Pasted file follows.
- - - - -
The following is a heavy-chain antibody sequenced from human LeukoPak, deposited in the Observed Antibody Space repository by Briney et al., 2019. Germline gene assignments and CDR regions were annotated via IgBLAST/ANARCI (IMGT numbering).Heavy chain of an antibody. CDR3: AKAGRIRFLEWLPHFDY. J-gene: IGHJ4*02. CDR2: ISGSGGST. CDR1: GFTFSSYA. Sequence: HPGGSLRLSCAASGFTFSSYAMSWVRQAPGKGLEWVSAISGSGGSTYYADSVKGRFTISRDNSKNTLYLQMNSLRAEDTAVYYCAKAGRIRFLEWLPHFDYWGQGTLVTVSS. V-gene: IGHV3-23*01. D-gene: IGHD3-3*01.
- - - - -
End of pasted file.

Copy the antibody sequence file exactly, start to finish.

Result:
The following is a heavy-chain antibody sequenced from human LeukoPak, deposited in the Observed Antibody Space repository by Briney et al., 2019. Germline gene assignments and CDR regions were annotated via IgBLAST/ANARCI (IMGT numbering).Heavy chain of an antibody. CDR3: AKAGRIRFLEWLPHFDY. J-gene: IGHJ4*02. CDR2: ISGSGGST. CDR1: GFTFSSYA. Sequence: HPGGSLRLSCAASGFTFSSYAMSWVRQAPGKGLEWVSAISGSGGSTYYADSVKGRFTISRDNSKNTLYLQMNSLRAEDTAVYYCAKAGRIRFLEWLPHFDYWGQGTLVTVSS. V-gene: IGHV3-23*01. D-gene: IGHD3-3*01.